Don't become just another statistic when the clocks change

 Published 26th October 2019
Driver Guides 

It's that time of year again when we all get to enjoy an extra hour in bed. When the clocks go back at the end of October that's usually the first thing most of us think about.

It's so much nicer to think about snuggling under the duvet, rather than the fact that each year, the number of people killed and seriously injured on the country's roads spikes immediately after the autumn clock change, due to the suddenly-darker evenings.

The autumn clock change plunges evening journeys into darkness literally overnight, at the same time as other risk factors such as lower levels of alertness for motorists, inexperienced drivers, and children's tendency to take their time wandering home from a busy day in school.

Clock change = accident spike

Each year, when the clocks go back in the autumn, there is a marked spike in the number of vulnerable road users killed and seriously injured. In 2017, pedestrian deaths rose from 37 in September to 46 in October, 63 in November and 50 in December. The casualty rate for all road users increased from 520 per billion vehicle miles in October, to 580 per billion vehicle miles in November. That's just the figures for a single year but the same pattern is repeated annually.

Analysis has shown accident rates among motorists driving between 5-8pm in the weeks directly following the October clock change can increase by upwards of 30%. The clock change brings with it a number of challenging driving conditions beyond the reduced daylight. The onset of rainy and wet conditions, dazzling from headlights, wet leaves, reduced visibility and not driving to the road conditions all impact on accident rates.

Nobody is immune to the additional risk either. Male drivers are 37% more likely to be involved in an accident; female drivers see a 30% increase in accidents in the ‘home time' rush hour after the clocks change. Young drivers who speed at night are three times more likely to have an accident than those who speed during the day. Scotland, Lancashire/Yorkshire and the Northern counties have the highest increase in accidents between the hours of 5- 8pm after the clock change at 50%, 49% and 46% respectively. There's a 35% increase in accidents in Wales and 34% in the Southern counties.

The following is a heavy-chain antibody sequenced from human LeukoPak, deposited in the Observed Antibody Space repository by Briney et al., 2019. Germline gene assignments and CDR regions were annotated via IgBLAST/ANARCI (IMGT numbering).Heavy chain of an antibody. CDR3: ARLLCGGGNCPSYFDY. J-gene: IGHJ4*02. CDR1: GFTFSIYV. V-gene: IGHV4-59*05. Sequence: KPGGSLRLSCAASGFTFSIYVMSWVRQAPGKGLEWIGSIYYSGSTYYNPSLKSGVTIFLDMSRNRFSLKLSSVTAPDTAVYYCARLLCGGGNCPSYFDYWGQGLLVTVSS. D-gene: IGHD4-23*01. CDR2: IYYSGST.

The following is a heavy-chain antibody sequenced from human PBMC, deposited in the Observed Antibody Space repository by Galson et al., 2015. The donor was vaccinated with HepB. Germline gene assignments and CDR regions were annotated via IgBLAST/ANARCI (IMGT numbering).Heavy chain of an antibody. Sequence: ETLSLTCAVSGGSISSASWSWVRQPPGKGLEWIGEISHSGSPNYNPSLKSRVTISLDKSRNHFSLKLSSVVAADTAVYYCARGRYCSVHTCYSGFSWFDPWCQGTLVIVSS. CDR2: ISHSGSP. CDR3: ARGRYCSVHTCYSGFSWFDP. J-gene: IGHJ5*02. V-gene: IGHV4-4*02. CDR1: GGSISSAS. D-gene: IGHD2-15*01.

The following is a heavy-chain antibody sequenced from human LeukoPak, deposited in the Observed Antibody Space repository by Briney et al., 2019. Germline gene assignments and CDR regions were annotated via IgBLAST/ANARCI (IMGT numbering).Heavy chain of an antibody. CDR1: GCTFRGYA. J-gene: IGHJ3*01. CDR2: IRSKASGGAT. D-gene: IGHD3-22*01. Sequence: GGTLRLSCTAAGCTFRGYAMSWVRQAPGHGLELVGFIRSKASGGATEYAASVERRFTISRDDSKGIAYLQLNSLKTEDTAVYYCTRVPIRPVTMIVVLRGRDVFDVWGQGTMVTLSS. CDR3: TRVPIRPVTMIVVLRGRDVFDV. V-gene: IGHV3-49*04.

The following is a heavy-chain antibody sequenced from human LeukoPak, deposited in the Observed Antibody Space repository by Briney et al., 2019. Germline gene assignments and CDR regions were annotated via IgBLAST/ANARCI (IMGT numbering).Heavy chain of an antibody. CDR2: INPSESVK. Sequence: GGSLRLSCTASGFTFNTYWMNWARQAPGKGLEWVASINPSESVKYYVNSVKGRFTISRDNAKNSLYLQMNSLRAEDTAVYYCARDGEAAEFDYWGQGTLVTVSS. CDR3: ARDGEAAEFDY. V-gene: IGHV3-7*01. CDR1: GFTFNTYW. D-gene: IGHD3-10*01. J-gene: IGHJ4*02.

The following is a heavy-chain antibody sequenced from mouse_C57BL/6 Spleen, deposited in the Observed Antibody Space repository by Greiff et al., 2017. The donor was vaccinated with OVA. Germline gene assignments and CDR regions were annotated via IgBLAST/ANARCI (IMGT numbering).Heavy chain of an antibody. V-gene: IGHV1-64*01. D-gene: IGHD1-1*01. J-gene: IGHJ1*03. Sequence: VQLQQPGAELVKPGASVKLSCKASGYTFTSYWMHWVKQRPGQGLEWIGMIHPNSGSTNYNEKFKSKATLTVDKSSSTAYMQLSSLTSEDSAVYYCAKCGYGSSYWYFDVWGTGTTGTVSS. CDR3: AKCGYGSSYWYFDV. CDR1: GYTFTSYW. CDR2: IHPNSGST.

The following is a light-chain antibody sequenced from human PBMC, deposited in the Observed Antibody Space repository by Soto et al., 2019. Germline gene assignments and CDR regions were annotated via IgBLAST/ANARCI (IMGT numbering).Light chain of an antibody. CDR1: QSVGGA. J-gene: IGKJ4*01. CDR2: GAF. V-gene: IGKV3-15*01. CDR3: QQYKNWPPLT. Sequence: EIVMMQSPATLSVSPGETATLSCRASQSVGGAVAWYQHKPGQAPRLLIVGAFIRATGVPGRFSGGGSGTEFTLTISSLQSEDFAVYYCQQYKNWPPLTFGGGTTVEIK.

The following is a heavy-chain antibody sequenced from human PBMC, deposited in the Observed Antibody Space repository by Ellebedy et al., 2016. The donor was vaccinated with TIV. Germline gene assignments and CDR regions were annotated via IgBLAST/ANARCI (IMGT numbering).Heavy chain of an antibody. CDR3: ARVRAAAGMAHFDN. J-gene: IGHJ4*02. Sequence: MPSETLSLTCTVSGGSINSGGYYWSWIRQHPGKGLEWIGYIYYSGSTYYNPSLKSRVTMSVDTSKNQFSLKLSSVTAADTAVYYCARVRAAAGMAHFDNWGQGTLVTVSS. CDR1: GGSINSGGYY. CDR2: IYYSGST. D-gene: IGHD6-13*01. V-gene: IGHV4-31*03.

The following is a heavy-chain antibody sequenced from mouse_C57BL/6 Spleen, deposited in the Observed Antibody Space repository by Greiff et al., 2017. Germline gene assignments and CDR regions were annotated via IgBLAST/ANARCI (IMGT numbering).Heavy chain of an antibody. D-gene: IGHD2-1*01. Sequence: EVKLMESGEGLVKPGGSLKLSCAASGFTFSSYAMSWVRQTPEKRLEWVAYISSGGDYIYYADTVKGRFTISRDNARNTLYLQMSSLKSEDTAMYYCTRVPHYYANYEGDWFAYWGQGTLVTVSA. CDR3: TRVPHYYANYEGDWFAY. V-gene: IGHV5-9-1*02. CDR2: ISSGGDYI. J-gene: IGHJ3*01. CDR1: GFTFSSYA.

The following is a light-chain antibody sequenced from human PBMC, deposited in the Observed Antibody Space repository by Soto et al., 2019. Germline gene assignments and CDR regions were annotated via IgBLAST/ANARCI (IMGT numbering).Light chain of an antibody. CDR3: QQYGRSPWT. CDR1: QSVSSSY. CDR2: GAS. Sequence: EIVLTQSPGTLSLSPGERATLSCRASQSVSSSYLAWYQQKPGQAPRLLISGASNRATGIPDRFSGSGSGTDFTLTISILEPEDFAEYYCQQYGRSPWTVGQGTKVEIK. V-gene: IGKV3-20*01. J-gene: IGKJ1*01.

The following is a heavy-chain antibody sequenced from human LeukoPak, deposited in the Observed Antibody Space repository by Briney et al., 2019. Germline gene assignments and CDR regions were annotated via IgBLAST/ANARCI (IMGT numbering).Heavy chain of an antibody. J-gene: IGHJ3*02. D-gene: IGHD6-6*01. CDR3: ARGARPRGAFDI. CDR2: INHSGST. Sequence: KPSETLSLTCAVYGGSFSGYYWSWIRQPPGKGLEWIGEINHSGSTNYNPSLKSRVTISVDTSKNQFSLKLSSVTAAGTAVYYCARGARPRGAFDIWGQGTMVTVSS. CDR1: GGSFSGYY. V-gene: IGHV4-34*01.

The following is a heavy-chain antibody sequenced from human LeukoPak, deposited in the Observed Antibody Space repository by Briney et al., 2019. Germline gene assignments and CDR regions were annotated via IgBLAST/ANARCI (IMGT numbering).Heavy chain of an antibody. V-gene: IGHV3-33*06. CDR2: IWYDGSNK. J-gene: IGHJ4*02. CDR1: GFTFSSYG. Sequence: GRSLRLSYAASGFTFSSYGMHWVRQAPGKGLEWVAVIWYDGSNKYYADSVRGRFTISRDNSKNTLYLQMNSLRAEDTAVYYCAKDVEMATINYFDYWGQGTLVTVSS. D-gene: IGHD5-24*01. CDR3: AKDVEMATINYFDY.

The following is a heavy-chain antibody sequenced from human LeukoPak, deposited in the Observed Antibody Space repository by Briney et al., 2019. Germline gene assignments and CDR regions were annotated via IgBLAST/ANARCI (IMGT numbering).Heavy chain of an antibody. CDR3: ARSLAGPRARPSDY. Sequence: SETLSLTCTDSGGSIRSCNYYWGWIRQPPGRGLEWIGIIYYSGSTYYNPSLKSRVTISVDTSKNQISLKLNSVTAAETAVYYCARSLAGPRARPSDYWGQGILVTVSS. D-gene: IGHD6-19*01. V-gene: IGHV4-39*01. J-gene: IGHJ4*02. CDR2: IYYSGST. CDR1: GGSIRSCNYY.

It doesn't really seem to matter who you are or where you live, the risks of having an accident increase when road conditions are poorly lit, wet and slippery.

So what can you do to minimise the additional risk?

There are a few simple precautions you can take to make sure you get the benefits of the clock change without any of the unpleasant consequences. And make it home safe and sound.

  • Drive below the speed limit to give yourself more time to react to hazards such as cyclists without lights, pedestrians in dark clothing.
  • Don't dazzle other drivers: keep your lights clean and turn your headlights on before sunset. Keep your interior light off and avoid leaving your main beams on. If you need to turn on your fog lights at any point make sure you turn them off again when they are no longer required.
  • Keep your windscreen clean to avoid increased glare and prevent you being dazzled by oncoming vehicles. And keep the water reservoir topped up with screenwash.
  • Slow down: reduce speed to correspond to the amount of water on the road, as heavy rainfall leaves roads wet and slippery which reduces tyre grip and increases the risk of skidding, even for careful drivers.
  • Avoid hard braking and turning sharply for better control of the vehicle and to avoid wheel locking.
  • Hang back: allow ample stopping distance between the cars in front as stopping distances are doubled on wet roads. Motorists should be at least four seconds behind the car in front; 10 seconds when driving on icy road surfaces.

Follow these simple rules and the only thing you will have to worry about when the clocks change is what to have for breakfast after your extra hour in bed.



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